Devotion: February 19, 2023 | Transfiguration

Devotion: February 19, 2023 | Transfiguration


Yesterday as we drove up North for a brief time away, the storm grabbed ahold of us just south of Milwaukee as we rolled up I-94. Visibility deteriorated rapidly as the semis pushed aggressively forward, riding our bumper and throwing out slush from in front. It was life as usual: we couldn’t see a thing.

Six days after feeding the four thousand, Jesus took Peter, James and John “up a high mountain” for a brief time apart. There upon the summit, he was transfigured before them: his clothes became “dazzling white” and his face “shone like the sun” (Mt. 17:1-2). The Galilean fishermen saw him as who he truly is: the Son of Man in glory. Moses and Elijah came and spoke with him, and then a voice from a towering-white thunderhead said, “This is my beloved Son…listen to him!”

The disciples wanted to stay on the mountaintop—but when they found the courage to look up, Jesus appeared as he always did: their careworn teacher, companion and friend. And it was time to go down from the mountain—to embrace the need waiting below.

When Deb and I arrived at the lake, darkness was falling. The road was snowy and swirling flakes glittered like diamonds in the headlights. We built a fire in the woodstove to lift the chill from the floor and soon headed off to bed.

When morning came, the golden sun greeted a world blanketed in dazzling white. The lake slept frozen under cerulean skies. The air was pensive and still—and with no signs of slushy expressways! The new day arrived with grace and with glory: altogether beautiful—and altogether good.  It seemed like a transfiguration to me.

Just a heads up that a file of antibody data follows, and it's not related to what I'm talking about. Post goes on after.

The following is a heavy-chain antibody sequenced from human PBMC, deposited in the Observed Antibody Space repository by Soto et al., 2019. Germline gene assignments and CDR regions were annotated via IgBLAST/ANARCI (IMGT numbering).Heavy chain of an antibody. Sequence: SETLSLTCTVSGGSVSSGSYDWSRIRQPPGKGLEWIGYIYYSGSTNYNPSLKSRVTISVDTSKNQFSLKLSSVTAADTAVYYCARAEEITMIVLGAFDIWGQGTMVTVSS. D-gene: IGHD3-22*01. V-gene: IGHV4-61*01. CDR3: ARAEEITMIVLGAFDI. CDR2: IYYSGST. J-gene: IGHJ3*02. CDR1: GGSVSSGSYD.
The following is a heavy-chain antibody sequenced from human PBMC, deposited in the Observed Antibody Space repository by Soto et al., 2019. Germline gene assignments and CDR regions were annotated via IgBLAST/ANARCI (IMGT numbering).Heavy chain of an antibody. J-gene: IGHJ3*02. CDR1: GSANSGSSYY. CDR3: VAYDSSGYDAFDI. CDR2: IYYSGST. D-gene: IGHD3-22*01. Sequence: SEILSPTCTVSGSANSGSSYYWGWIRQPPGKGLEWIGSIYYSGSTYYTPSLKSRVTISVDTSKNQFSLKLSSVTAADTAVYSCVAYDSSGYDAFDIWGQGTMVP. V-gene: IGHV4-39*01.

Unlike the snowy morning in Wisconsin, Jesus’ transfiguration came from within himself. That’s where the light originated: the Light that comes into our world. What would it mean if we sought to see one another the same way? To see each other in the light of Christ? What if we saw one another as people made in God’s image? And despite all the slush of this world—as people carrying within us something shining and beautiful, and despite all our sinfulness—still altogether good?

Well, doing that would transfigure the way I look at people.

And maybe doing that more often might just transfigure me.

In Christ’s love,

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